With the arrival of Lent people think of giving up little indulgences. It might be better if we thought of taking up new commitments.
The commitment we need to make above all is to love. To love our neighbour more, to love God more.
Easy words, but what do they mean? We can hardly love 'to order'; it's not like going into a shop to buy a ready-made suit. It's surely more like a mania, even an ecstasy, possessing us from outside?
That is certainly one kind of love, and lucky are those who are possessed by it. It is, alas, not likely to last, though it may grow into something deeper, tested and lasting to the end of life. Then it becomes more like the love I am speaking of, a love which is turned outwards, to the other.
Of course the ecstasy of love is itself taken up with another, but only to absorb him or her into oneself. The love I mean is more outgoing -- the recognition that the other makes claims on us as 'other'; it accords to him or her the right to make demands. It is the recognition that I do not exist on my own, the discovery that I am dependent.
The love of God knows that we cannot answer for our own existence, that God is there, that he has claims on us. The love of neighbour is not much different; it means again the discovery that we are not on our own, that we depend on others, and they on us. You might say that this love is the very opposite of arrogance.
We are told in today's Gospel:
The time has come and the kingdom of God is close at hand. Repent, and believe the Good News.
The Good News is that God has sent his Son into the world to die for us and rise to new life. To believe in that is to recognise that God's infinite self-giving love has become incarnate, has entered into our world, emptied of the arrogance we might have expected of God, and established the kingdom of God in our midst.
For that reason we are called to repentance, which means a complete reversal of the arrogance to which our self-love inclines, making way for God in all his otherness, for his claims on us, making way, in short, for love. That love acknowledges not only God's claim on us, but our neighbour's; we are not on our own, we belong to a whole community to whom God's saving love is extended. There is no love in isolation.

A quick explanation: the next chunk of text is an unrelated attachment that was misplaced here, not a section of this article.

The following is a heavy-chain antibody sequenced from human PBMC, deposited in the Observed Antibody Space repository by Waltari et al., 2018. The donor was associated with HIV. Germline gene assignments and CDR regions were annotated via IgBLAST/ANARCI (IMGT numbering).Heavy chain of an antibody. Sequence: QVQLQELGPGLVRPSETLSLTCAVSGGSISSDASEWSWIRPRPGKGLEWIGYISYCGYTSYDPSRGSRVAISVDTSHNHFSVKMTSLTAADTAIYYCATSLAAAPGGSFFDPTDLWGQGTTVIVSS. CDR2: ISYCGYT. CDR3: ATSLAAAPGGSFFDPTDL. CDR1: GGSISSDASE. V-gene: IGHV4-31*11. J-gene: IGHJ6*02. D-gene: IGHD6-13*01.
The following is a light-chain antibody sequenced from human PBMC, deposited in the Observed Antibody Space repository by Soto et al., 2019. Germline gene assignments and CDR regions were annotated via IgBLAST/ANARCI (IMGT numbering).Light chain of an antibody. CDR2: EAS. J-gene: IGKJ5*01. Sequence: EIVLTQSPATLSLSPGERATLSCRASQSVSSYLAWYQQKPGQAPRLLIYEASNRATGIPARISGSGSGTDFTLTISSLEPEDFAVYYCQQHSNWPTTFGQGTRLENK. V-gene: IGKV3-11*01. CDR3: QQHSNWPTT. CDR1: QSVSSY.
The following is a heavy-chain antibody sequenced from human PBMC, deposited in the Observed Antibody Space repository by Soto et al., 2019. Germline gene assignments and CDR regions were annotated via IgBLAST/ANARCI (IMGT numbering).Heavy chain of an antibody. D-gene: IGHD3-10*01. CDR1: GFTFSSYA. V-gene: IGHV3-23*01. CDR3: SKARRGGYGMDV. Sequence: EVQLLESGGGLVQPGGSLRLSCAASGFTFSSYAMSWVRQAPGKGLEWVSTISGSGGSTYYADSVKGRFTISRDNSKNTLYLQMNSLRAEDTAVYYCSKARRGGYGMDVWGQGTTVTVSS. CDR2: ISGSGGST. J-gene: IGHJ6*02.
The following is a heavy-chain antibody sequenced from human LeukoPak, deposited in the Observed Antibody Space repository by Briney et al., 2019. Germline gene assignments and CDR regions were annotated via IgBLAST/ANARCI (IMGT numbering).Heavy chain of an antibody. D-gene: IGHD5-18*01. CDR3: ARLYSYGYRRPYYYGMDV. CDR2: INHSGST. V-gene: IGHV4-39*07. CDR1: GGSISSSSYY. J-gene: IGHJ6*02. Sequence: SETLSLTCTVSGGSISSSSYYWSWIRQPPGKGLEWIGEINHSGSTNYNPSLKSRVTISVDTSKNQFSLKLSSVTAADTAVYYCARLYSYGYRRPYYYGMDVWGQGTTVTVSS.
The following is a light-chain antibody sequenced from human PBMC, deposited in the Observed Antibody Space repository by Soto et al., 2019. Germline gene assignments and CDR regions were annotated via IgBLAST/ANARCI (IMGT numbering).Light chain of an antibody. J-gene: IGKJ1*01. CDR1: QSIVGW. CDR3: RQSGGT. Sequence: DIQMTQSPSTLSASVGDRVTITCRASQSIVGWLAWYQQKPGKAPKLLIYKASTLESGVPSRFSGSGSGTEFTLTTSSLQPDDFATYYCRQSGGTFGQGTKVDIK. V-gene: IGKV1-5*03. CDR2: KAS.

As we stand on the brink of war it is useful to remind ourselves that war is the ultimate arrogance, thinking that by violence we can overcome violence. True enough, our impaired humanity has to rely sometimes on force to counter the force practised by evil men. That is why civilised communities have police whose ultimate deterrent is force.
But this is in no way a solution; it signals the breakdown of humanity. Sooner or later the broken pieces have to be mended if we are not to founder into total inhumanity. That is why the Pope has said
War is a defeat for humanity.
If we are led into war it will be for each one to decide that it is in fact the ultimate step, all negotiation failing. There is likely to be little agreement as present discord shows. Lent provides us with the opportunity of making sure that in our own lives there is no arrogance, that the love of God and of neighbour prevails.
Perhaps we have become altogether too materialist; our spiritual life needs refreshing -- the need of prayer. Perhaps we have become too selfish -- the need of helping others, by a real concern or by making contributions to the needy.
Lent is not to be a negative time. It may involve fasting or giving things up as a means of ridding ourselves of arrogance. But the end is the discovery of the pure joy of love.